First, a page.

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The Case for Chris Christie in 2016

The Ups and Downs of a Chris Christie Presidential Run


(Editor's note: This is not an endorsement. Leading up to the 2016 presidential nominating contests - which rest assured have already begun - all leading possible contenders will be analyzed from a conservative perspective. We will highlight the major benefits and pitfalls of all possible candidates.)

Is Chris Christie running for president in 2016? Is the sky blue? Does the sun rise in the west and set in the east? Christie is probably the closest thing there is a sure bet to a presidential contender as there is. With a potential second term as governor of New Jersey ending shortly after the 2016 elections, Christie will have no where else to realistically go if he plans on staying in politics. And if he manages to stay relatively popular across the board, he won't squander the chance by waiting around for 2020 or, should a Republican win, 2024. So chances are, Christie will run.

"Most Electable"

Electability always plays a role into presidential contests. While many conservatives were not supportive of a Romney run in 2016, he was probably the most electable in the field that chose to run. (Personally speaking, he finished the campaign as probably the most impressive candidate to have ever lost the presidency.) And that electability perception factored into his eventual victory. Christie will play many of the same cards. He is the governor of a blue state. Unlike Romney, he might actually be elected twice. He has high levels of support with Democrats and Independents (though he dips with Republicans compared to others). And not just average favorables with Democrats and Independents. But really, really good favorables.

Early polls (or really, really, really early polls if your prefer) show Christie in a statistical tie with Hillary Clinton, the most likely Democratic nominee if she runs. And he is well ahead of VP Joe Biden early on. So, right now Christie is viewed as the most electable. As the only blue state governor on the list of nominees, his argument as electable would be convincing. And unlike Mitt Romney, Christie is actually popular with his voters and could potentially carry his home state.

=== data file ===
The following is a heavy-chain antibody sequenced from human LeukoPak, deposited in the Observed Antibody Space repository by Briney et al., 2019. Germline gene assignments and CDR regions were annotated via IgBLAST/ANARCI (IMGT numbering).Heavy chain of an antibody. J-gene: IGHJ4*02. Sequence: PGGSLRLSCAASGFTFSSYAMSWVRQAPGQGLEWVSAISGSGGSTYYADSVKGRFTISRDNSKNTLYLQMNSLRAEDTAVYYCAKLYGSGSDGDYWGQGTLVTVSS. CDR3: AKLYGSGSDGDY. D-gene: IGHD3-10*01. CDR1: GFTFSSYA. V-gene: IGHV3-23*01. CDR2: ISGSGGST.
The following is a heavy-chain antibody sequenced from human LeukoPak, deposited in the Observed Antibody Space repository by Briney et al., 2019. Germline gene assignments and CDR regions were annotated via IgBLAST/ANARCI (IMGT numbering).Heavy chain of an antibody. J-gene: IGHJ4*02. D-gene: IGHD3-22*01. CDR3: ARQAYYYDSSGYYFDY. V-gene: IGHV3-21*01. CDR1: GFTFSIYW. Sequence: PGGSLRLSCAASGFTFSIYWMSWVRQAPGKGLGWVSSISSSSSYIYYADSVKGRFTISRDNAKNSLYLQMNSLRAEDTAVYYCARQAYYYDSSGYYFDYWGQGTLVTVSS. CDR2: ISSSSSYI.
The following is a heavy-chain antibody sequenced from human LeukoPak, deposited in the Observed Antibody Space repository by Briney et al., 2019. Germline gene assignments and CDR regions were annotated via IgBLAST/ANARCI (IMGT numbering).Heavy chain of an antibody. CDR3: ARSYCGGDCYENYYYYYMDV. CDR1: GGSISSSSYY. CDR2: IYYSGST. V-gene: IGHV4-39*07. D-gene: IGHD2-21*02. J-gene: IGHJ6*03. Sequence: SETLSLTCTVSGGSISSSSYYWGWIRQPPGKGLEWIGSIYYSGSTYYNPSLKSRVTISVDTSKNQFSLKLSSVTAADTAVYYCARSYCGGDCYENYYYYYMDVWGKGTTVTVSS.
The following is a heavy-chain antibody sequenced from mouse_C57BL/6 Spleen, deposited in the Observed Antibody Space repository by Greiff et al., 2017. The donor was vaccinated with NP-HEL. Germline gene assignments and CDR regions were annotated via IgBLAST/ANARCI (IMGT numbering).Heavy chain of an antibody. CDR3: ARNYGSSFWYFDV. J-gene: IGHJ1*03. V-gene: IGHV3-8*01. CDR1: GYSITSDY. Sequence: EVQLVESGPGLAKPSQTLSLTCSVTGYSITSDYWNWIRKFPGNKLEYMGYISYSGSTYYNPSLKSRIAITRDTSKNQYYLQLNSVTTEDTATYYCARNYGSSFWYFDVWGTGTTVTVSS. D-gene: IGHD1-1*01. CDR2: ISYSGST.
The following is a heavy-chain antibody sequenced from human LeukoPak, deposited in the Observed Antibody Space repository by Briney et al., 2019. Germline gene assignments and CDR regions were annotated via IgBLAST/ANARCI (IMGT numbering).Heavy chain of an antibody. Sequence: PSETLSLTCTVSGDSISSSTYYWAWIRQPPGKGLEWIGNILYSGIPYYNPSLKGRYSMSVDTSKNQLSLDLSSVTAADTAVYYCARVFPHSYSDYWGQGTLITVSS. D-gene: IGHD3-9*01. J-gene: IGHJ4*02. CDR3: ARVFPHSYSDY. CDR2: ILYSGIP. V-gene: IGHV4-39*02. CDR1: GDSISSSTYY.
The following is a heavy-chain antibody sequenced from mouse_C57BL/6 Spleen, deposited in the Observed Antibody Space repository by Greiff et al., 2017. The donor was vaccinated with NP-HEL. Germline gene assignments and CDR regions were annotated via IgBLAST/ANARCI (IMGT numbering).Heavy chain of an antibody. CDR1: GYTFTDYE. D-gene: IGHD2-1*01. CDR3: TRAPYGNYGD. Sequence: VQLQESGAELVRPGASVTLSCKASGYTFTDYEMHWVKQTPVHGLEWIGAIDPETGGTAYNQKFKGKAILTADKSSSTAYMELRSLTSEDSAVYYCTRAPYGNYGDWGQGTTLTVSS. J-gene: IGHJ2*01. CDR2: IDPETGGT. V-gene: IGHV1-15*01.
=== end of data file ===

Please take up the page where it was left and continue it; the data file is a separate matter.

Sour Relationship with Conservatives

Early on, Christie earned praise from conservatives for his no-nonsense, aggressive style. He yelled back at reporters and fought back against political opponents who questioned his policies. But as time passed and 2012 grew near, his tune started changing. Republicans were more likely to be his political targets. On the surface, President Obama leans on Christie more than any other Governor. And Christie is every bit as willing to lean back. Christie hangs out with unions bosses and talks about how much they agree on most issues. He blasted the GOP when they wanted to provide money to Sandy, but not include waste for unrelated pet projects. He attacked conservatives over their opposition to expanding gun control. Christie simply appears on the surface to be a liberal Republican. But is he?

A Conservative Governor

Despite Christie's statements and behavior that often alienates conservatives (and rightly so), he is actually a relatively conservative Governor. Given what he has to deal with, his resume is quite impressive. He vetoed spending and helped close the state's budget deficit, lowered payroll taxes, fought the teachers' union, and vetoed gay-marriage legislation. Instead, he requested the legislature let the voters decide the issue through a referendum. And while he might say he agrees with global warming, he opposes enacting pointless laws that would do little more than hurt the economy. He is pro-life. Christie manages to be a conservative governor while side-stepping liberal positions without coming across as malevolent. His least fiscally-irresponsible and politically-driven move was to hold a multimillion dollar special election when it could have coincided with his own and saved the voters time and money.

Early Odds

Christie is clearly in the top-tier of potential Republican candidates even with a large chunk of conservatives opposing him. The reality remains there are a lot of moderate and liberal Republicans and Independents who will vote in the primaries who really like him. You might even get a sizable chunk of Democrats crossing party lines to vote for the governor if the Democrat race is over early. Early on he is in a four-way tie with Marco Rubio, Jeb Bush, and Rand Paul for the nomination. Many of the early voting states such as New Hampshire and Florida (pending Bush and Rubio runs) play into his favor. He will have no problem raising money. In other words, if you read political obituaries because of Christie's seemingly-counterproductive attitude, he is, like Obama, an astute politician. And so far, it's working for him.

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